What Le Bernardin Can Teach Us About Bad Service

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Le Bernardin, one of America’s Top 50 Restaurants, turns away customers seeking a $55 lunch over a $3 cup of Starbucks tea and in so doing offers many lessons in what not to do.

Ever since my days at The Breakers Palm Beach – a Five Star, Five Diamond hotel with a Five Star, Five Diamond restaurant – I have wanted to visit Le Bernardin in New York City.  During my stint at The Breakers I was responsible for marketing the $50 million food and beverage operations at the hotel and off-site venues.  We hosted the very prestigious and elite Mobil Awards honoring the top 50 restaurants in the United States and Le Bernardin was a recurring winner.  Le Bernardin was also a case study we considered as we created our own new fine dining venues.

Le Bernardin, in case you are not familiar with it, was Zagat’s Top Pick for 2007, has been awarded 3 Michelin Stars as well as the New York Times’ very highest rating.  In all, the awards bestowed upon Le Bernardin read like a checklist of the restaurant industry’s most coveted accolades.

During a recent business trip to New York City (February 7-9, 2010) I made it a point to finally check Le Bernardin off my list of must-visit restaurants.  I checked in to the Westin Times Square and gleefully marched the ten blocks down the road in 18 degree weather to try my luck without a reservation.  I suspected that it might be hard to get a table, even in this recession and on an off-night, but I was so excited to finally eat at Le Bernardin that I was willing to wait or reschedule if they could not accommodate me.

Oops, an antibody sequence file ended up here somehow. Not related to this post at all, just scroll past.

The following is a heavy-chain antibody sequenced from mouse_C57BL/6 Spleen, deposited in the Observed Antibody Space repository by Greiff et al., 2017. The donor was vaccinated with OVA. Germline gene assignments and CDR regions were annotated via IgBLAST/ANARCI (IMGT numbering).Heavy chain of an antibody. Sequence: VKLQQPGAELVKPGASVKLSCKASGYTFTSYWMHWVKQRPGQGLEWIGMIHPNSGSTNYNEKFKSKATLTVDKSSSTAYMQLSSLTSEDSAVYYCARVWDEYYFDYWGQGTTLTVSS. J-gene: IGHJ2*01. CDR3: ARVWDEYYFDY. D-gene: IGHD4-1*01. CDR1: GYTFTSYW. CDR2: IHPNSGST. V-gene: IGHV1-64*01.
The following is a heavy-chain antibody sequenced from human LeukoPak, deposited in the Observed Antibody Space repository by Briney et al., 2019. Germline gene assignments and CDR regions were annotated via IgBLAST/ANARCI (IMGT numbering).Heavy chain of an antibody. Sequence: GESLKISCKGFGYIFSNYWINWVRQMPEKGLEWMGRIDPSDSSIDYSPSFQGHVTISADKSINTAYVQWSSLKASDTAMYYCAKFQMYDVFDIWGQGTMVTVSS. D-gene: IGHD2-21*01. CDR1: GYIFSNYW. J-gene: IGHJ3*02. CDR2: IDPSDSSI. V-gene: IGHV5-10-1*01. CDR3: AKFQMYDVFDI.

With a big smile and fully loaded credit card I made my way to the maître d’. “Can you accommodate one this evening?”  I inquired.  With an indifferent, sarcastic and almost insulted tone, the thin French maître d’ said with a chuckle, “No sir, we cannot accommodate you.”  Fine. I knew they would be busy and I knew the odds were against me getting in without a reservation. So instead, I paused, waiting for him to ask to schedule me for another evening or time.  That didn’t happen.  Rather, he stretched his insincere smile a bit further and squeezed his face as if he was at once humored I was still in his presence and disturbed that I had bothered to find my way there. Apparently this was the end of our conversation – with no further effort on his part to help serve a hungry customer.

I ended up at Charlie Palmer’s Aureole back near Times Square and my hotel.  Equally famed and comparably priced, Aureole graciously and warmly welcomed me in – even without a reservation.  Their dining room seemed more bustling and lively.  My meal was superbly cooked and the service was professional, experienced and very accommodating.  From my table I sent tweets (www.twitter.com/qmg) out to nearly 8,000 Twitter followers with a play-by-play of my meal.  Several people tweeted back to me with all sorts of positive remarks and more than a few said “I’m adding Aureole to my list of must-visit restaurants.”

After a satisfying meal I slid into my Westin “Heavenly Bed” and started flipping channels.  As fate and irony would have it, one of the guests on Jimmy Fallon’s show that night was Chef Eric Ripert of Le Bernardin!  I almost couldn’t believe it!  Chef Ripert was funny, charismatic and his appearance convinced me that even with the bad experience I had with his maître d’, I should give him and his restaurant another shot.  Every restaurant deserves a second chance – especially one as famed as Le Bernardin – and given this new “sign from above” I decided that I should return.